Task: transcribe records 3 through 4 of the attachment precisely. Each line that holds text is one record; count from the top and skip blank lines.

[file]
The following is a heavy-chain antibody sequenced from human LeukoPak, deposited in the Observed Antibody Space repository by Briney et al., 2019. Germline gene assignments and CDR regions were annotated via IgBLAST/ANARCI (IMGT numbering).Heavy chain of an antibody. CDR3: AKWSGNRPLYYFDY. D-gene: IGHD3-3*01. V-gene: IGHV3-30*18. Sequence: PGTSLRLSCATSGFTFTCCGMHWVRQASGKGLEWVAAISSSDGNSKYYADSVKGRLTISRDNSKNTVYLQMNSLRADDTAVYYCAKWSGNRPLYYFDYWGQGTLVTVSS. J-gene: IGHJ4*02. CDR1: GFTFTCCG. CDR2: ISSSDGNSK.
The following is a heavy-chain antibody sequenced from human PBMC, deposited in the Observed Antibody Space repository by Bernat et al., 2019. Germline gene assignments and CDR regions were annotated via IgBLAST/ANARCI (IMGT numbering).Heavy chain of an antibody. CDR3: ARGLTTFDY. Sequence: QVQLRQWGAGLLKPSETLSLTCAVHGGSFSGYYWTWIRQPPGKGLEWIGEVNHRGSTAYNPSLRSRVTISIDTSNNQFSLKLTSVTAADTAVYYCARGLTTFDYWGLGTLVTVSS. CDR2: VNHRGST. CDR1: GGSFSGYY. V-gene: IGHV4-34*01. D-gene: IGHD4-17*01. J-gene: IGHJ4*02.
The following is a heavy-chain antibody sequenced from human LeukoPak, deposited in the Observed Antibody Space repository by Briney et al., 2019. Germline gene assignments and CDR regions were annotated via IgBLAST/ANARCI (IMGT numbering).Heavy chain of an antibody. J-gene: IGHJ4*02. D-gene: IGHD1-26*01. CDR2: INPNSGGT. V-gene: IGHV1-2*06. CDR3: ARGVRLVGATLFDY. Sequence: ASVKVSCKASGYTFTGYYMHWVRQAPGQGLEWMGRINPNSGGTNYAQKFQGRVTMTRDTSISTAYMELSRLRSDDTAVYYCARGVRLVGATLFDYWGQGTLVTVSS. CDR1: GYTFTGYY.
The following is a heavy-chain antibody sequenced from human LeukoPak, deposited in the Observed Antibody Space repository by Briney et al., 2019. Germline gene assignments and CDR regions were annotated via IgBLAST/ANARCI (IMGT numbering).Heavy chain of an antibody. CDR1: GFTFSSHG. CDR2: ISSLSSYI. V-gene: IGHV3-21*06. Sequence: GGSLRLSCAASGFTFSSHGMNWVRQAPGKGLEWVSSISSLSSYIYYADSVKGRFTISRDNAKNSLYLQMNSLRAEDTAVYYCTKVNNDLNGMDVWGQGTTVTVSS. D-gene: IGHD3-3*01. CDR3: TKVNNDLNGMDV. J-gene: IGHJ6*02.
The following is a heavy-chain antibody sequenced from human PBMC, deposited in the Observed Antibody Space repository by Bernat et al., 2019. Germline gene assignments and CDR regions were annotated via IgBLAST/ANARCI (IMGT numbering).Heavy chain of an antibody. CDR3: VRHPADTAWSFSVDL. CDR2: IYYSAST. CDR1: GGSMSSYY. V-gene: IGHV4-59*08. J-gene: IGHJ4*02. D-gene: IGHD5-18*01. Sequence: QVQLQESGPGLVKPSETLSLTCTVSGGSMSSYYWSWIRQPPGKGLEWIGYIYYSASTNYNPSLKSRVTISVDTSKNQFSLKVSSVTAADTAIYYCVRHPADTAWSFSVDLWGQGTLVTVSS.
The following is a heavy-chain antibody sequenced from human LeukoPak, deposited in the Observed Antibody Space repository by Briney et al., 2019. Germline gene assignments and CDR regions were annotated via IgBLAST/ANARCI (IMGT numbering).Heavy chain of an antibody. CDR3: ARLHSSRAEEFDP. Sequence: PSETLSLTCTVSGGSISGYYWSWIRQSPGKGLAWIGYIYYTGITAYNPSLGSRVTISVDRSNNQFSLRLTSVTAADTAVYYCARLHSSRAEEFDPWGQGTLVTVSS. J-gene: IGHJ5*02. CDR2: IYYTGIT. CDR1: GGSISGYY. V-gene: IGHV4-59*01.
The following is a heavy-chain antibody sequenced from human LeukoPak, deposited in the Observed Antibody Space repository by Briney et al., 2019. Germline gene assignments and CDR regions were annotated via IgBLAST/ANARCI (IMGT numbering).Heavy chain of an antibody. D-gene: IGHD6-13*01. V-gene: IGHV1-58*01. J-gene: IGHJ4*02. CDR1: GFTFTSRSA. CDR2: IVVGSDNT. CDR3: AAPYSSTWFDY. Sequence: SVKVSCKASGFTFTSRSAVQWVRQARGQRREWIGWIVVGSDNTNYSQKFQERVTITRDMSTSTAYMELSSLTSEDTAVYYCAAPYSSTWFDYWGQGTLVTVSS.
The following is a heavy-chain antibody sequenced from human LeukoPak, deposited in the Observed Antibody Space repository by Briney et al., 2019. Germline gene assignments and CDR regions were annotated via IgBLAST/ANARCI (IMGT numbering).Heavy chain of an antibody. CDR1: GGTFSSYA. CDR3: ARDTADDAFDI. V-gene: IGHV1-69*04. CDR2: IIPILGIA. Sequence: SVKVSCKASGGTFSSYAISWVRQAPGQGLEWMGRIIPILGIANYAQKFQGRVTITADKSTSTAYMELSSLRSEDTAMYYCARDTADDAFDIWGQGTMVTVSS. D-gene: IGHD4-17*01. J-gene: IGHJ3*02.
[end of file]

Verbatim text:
The following is a heavy-chain antibody sequenced from human LeukoPak, deposited in the Observed Antibody Space repository by Briney et al., 2019. Germline gene assignments and CDR regions were annotated via IgBLAST/ANARCI (IMGT numbering).Heavy chain of an antibody. J-gene: IGHJ4*02. D-gene: IGHD1-26*01. CDR2: INPNSGGT. V-gene: IGHV1-2*06. CDR3: ARGVRLVGATLFDY. Sequence: ASVKVSCKASGYTFTGYYMHWVRQAPGQGLEWMGRINPNSGGTNYAQKFQGRVTMTRDTSISTAYMELSRLRSDDTAVYYCARGVRLVGATLFDYWGQGTLVTVSS. CDR1: GYTFTGYY.
The following is a heavy-chain antibody sequenced from human LeukoPak, deposited in the Observed Antibody Space repository by Briney et al., 2019. Germline gene assignments and CDR regions were annotated via IgBLAST/ANARCI (IMGT numbering).Heavy chain of an antibody. CDR1: GFTFSSHG. CDR2: ISSLSSYI. V-gene: IGHV3-21*06. Sequence: GGSLRLSCAASGFTFSSHGMNWVRQAPGKGLEWVSSISSLSSYIYYADSVKGRFTISRDNAKNSLYLQMNSLRAEDTAVYYCTKVNNDLNGMDVWGQGTTVTVSS. D-gene: IGHD3-3*01. CDR3: TKVNNDLNGMDV. J-gene: IGHJ6*02.